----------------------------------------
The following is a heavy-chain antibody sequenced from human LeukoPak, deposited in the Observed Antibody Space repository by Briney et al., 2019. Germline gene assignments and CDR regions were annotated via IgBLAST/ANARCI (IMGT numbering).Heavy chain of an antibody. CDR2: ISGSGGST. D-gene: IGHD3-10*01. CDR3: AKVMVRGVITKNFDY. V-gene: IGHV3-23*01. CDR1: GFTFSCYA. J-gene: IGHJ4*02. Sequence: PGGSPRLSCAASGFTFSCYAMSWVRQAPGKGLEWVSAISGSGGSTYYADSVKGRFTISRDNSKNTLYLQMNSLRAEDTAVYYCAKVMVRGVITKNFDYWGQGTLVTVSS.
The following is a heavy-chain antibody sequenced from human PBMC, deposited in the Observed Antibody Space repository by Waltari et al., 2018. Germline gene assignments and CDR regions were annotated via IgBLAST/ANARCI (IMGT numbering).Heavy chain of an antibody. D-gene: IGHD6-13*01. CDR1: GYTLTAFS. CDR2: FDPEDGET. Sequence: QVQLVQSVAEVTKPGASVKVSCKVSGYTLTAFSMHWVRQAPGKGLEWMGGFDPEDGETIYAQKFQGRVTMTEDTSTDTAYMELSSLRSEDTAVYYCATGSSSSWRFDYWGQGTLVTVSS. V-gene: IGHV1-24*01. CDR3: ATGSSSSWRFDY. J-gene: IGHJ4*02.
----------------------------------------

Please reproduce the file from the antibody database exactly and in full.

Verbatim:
The following is a heavy-chain antibody sequenced from human LeukoPak, deposited in the Observed Antibody Space repository by Briney et al., 2019. Germline gene assignments and CDR regions were annotated via IgBLAST/ANARCI (IMGT numbering).Heavy chain of an antibody. CDR2: ISGSGGST. D-gene: IGHD3-10*01. CDR3: AKVMVRGVITKNFDY. V-gene: IGHV3-23*01. CDR1: GFTFSCYA. J-gene: IGHJ4*02. Sequence: PGGSPRLSCAASGFTFSCYAMSWVRQAPGKGLEWVSAISGSGGSTYYADSVKGRFTISRDNSKNTLYLQMNSLRAEDTAVYYCAKVMVRGVITKNFDYWGQGTLVTVSS.
The following is a heavy-chain antibody sequenced from human PBMC, deposited in the Observed Antibody Space repository by Waltari et al., 2018. Germline gene assignments and CDR regions were annotated via IgBLAST/ANARCI (IMGT numbering).Heavy chain of an antibody. D-gene: IGHD6-13*01. CDR1: GYTLTAFS. CDR2: FDPEDGET. Sequence: QVQLVQSVAEVTKPGASVKVSCKVSGYTLTAFSMHWVRQAPGKGLEWMGGFDPEDGETIYAQKFQGRVTMTEDTSTDTAYMELSSLRSEDTAVYYCATGSSSSWRFDYWGQGTLVTVSS. V-gene: IGHV1-24*01. CDR3: ATGSSSSWRFDY. J-gene: IGHJ4*02.